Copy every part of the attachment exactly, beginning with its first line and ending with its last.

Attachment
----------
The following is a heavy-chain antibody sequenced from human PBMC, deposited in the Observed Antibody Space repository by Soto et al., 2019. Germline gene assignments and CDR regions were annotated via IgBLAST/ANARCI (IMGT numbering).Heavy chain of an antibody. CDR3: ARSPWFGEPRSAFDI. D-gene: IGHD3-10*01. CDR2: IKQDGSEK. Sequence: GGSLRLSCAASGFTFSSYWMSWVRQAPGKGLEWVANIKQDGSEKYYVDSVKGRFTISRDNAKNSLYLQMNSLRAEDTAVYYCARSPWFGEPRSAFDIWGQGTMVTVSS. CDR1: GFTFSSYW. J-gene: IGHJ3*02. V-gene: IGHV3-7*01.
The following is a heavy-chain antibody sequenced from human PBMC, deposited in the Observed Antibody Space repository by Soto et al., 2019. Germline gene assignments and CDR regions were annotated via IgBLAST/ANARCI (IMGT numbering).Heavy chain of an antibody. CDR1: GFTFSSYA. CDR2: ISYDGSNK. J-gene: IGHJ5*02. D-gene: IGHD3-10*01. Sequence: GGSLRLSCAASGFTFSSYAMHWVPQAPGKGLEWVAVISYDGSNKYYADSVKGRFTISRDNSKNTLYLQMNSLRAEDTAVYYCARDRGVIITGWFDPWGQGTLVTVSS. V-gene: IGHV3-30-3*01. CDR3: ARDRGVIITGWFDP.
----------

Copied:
The following is a heavy-chain antibody sequenced from human PBMC, deposited in the Observed Antibody Space repository by Soto et al., 2019. Germline gene assignments and CDR regions were annotated via IgBLAST/ANARCI (IMGT numbering).Heavy chain of an antibody. CDR3: ARSPWFGEPRSAFDI. D-gene: IGHD3-10*01. CDR2: IKQDGSEK. Sequence: GGSLRLSCAASGFTFSSYWMSWVRQAPGKGLEWVANIKQDGSEKYYVDSVKGRFTISRDNAKNSLYLQMNSLRAEDTAVYYCARSPWFGEPRSAFDIWGQGTMVTVSS. CDR1: GFTFSSYW. J-gene: IGHJ3*02. V-gene: IGHV3-7*01.
The following is a heavy-chain antibody sequenced from human PBMC, deposited in the Observed Antibody Space repository by Soto et al., 2019. Germline gene assignments and CDR regions were annotated via IgBLAST/ANARCI (IMGT numbering).Heavy chain of an antibody. CDR1: GFTFSSYA. CDR2: ISYDGSNK. J-gene: IGHJ5*02. D-gene: IGHD3-10*01. Sequence: GGSLRLSCAASGFTFSSYAMHWVPQAPGKGLEWVAVISYDGSNKYYADSVKGRFTISRDNSKNTLYLQMNSLRAEDTAVYYCARDRGVIITGWFDPWGQGTLVTVSS. V-gene: IGHV3-30-3*01. CDR3: ARDRGVIITGWFDP.